Hetero-/homogeneous combustion of fuel-lean CH4/O2/N2 mixtures over PdO at elevated pressures


The heterogeneous and homogeneous combustion of fuel-lean CH4/O2/N2 mixtures over PdO was investigated experimentally and numerically at equivalence ratios φ = 0.27–0.44, pressures 1–12 bar and surface temperatures 710–1075 K. In situ Raman measurements of major gas-phase species concentrations across the boundary layer of a channel-flow catalytic reactor assessed the heterogeneous reactivity, while planar laser induced fluorescence (LIF) of the OH radical monitored homogeneous combustion. Simulations were performed using a 2-D code with detailed heterogeneous and homogeneous reaction mechanisms. Comparisons between Raman-measured and predicted transverse profiles of major species mole fractions attested the atmospheric-pressure suitability of a detailed surface mechanism and allowed for the construction of a global catalytic step valid in the range 1–12 bar. The methane catalytic reaction rate exhibited an overall pressure dependence ∼p^(1−n) where the exponent n was itself a monotonically increasing function of pressure, rising from 0.58 at 3 bar to 1.02 at 12 bar. This resulted in a non-monotonic pressure dependence of the catalytic reaction rate in the range 1–12 bar, a behavior in stark contrast to other noble metals (Pt and Rh) where the methane reaction rates always increased with rising pressure. Surface temperatures remained well-below the PdO decomposition temperature at each corresponding pressure, owning largely to the “self-regulating” temperature effect of PdO, and this in turn mitigated homogeneous ignition. Simulations using the PdO decomposition temperatures as boundary conditions for the wall temperatures were further performed for practical CH4/air catalytic reactors in power generation systems. It was shown that for p < 7 bar (a range relevant to microreactors) homogeneous ignition was altogether suppressed. For higher pressures relevant to gas-turbine burners, however, gaseous combustion ought to be considered in the reactor design.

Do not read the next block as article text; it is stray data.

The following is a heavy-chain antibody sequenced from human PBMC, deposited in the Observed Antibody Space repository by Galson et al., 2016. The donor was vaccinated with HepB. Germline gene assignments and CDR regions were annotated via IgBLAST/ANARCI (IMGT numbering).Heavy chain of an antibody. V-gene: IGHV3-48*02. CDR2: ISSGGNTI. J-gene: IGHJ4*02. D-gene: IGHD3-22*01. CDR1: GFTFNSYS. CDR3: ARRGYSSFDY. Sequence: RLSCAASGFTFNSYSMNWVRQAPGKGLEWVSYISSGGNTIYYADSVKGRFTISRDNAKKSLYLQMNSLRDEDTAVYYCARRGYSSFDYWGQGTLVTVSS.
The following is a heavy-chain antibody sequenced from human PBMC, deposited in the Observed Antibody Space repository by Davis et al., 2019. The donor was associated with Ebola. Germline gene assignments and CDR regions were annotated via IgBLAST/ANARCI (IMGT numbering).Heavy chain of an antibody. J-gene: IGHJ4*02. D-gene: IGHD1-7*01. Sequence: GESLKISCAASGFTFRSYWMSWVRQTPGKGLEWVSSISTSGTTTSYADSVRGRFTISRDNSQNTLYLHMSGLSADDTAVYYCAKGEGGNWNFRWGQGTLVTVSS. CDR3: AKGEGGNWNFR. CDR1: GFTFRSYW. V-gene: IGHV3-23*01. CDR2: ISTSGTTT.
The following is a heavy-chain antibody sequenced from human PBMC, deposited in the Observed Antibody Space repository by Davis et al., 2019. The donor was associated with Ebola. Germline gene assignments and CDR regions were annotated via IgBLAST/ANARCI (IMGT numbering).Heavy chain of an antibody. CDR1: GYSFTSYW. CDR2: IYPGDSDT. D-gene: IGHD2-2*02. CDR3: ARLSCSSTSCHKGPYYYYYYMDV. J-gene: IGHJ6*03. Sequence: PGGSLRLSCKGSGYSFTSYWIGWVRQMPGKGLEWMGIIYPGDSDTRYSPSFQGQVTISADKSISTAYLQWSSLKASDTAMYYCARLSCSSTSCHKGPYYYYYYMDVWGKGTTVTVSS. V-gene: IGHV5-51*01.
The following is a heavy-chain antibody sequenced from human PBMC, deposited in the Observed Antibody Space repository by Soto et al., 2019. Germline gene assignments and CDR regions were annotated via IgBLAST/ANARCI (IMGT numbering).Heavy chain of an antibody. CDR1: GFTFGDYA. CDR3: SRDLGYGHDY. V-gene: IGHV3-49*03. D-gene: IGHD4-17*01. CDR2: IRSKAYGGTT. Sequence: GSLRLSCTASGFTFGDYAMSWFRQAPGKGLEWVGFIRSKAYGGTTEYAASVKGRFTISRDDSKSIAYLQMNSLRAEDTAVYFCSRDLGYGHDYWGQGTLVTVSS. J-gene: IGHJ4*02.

In Proceedings of the Combustion Institute